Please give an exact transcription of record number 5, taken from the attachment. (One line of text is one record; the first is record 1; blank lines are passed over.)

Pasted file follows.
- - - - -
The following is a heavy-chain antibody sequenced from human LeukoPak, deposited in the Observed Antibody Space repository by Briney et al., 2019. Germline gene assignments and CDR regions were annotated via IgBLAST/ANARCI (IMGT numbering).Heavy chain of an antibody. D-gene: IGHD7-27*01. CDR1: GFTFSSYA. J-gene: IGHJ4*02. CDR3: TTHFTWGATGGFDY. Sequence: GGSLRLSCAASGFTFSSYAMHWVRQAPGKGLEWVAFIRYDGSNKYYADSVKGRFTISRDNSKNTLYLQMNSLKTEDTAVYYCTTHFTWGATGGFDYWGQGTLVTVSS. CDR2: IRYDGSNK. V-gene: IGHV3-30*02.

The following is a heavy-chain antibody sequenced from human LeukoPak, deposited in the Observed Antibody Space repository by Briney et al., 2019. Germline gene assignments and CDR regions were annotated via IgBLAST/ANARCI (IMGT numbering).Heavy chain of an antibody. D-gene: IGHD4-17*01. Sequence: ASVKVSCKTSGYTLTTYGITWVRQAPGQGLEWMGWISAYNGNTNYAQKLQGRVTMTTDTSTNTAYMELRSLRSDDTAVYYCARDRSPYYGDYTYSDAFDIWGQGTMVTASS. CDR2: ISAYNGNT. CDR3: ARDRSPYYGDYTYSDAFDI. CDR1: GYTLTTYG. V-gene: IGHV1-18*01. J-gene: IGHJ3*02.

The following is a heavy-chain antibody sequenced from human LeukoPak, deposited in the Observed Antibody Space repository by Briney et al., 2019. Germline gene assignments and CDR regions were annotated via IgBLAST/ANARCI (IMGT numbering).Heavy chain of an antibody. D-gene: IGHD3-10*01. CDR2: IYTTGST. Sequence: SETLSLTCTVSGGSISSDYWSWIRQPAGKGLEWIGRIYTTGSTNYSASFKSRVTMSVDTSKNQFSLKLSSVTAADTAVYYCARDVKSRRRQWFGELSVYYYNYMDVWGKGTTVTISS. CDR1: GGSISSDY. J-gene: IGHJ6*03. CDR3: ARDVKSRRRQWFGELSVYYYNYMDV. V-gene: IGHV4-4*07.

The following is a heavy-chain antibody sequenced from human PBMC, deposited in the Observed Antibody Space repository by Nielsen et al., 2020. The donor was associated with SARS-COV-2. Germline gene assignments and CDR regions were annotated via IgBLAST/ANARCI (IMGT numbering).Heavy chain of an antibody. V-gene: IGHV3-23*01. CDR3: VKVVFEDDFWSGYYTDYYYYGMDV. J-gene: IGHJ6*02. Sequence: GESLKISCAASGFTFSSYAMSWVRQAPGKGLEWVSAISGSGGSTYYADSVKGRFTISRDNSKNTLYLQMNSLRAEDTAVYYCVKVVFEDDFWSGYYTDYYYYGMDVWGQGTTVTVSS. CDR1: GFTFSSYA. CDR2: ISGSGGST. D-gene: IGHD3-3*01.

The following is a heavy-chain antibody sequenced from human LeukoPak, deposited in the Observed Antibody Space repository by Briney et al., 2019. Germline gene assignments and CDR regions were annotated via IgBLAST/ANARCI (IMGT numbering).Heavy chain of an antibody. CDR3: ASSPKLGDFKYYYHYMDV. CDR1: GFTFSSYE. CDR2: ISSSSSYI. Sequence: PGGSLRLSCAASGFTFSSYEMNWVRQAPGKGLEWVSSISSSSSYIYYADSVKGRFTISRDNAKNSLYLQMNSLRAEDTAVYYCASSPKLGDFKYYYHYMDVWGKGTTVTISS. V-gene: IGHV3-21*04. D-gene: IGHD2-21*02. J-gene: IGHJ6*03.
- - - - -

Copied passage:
The following is a heavy-chain antibody sequenced from human LeukoPak, deposited in the Observed Antibody Space repository by Briney et al., 2019. Germline gene assignments and CDR regions were annotated via IgBLAST/ANARCI (IMGT numbering).Heavy chain of an antibody. CDR3: ASSPKLGDFKYYYHYMDV. CDR1: GFTFSSYE. CDR2: ISSSSSYI. Sequence: PGGSLRLSCAASGFTFSSYEMNWVRQAPGKGLEWVSSISSSSSYIYYADSVKGRFTISRDNAKNSLYLQMNSLRAEDTAVYYCASSPKLGDFKYYYHYMDVWGKGTTVTISS. V-gene: IGHV3-21*04. D-gene: IGHD2-21*02. J-gene: IGHJ6*03.